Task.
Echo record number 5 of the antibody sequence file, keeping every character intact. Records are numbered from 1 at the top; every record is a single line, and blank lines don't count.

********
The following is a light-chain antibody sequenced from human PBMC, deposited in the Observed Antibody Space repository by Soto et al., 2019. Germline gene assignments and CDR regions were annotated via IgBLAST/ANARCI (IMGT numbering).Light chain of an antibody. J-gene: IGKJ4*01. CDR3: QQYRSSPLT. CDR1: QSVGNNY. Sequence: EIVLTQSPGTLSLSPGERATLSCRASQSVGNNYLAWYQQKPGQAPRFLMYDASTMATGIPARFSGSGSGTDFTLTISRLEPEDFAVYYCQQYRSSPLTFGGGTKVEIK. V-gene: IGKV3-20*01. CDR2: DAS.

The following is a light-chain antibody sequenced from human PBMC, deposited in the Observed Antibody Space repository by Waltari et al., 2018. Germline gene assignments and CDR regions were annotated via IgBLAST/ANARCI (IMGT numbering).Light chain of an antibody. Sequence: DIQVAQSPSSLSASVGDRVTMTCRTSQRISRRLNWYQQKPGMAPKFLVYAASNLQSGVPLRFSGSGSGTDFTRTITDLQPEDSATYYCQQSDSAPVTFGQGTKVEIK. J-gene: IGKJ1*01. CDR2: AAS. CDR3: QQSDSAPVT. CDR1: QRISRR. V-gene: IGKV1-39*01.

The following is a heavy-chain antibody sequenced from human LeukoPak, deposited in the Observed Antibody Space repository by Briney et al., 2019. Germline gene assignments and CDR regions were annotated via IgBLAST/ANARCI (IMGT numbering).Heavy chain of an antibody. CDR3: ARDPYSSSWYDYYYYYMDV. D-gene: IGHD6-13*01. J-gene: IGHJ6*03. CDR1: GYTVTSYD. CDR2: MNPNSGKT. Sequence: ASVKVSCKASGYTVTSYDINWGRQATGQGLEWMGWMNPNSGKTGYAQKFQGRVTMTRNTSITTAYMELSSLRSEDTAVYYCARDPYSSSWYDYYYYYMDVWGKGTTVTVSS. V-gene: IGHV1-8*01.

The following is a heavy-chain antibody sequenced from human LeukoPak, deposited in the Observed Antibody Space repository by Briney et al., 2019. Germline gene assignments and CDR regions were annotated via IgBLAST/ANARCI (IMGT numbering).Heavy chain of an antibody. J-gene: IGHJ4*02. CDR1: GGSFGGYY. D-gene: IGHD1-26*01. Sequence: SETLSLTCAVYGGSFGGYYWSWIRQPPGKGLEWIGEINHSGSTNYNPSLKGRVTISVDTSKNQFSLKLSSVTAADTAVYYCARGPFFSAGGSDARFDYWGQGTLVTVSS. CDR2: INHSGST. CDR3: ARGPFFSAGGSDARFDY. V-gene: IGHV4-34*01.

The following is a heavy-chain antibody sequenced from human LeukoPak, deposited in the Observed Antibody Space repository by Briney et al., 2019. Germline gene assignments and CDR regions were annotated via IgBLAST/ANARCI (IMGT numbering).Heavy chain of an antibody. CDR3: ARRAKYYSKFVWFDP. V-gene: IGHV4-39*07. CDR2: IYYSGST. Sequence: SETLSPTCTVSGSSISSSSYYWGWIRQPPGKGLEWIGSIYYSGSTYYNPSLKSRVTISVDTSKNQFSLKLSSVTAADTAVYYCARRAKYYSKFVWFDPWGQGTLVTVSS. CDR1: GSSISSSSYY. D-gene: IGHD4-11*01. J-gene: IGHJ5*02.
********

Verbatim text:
The following is a heavy-chain antibody sequenced from human LeukoPak, deposited in the Observed Antibody Space repository by Briney et al., 2019. Germline gene assignments and CDR regions were annotated via IgBLAST/ANARCI (IMGT numbering).Heavy chain of an antibody. CDR3: ARRAKYYSKFVWFDP. V-gene: IGHV4-39*07. CDR2: IYYSGST. Sequence: SETLSPTCTVSGSSISSSSYYWGWIRQPPGKGLEWIGSIYYSGSTYYNPSLKSRVTISVDTSKNQFSLKLSSVTAADTAVYYCARRAKYYSKFVWFDPWGQGTLVTVSS. CDR1: GSSISSSSYY. D-gene: IGHD4-11*01. J-gene: IGHJ5*02.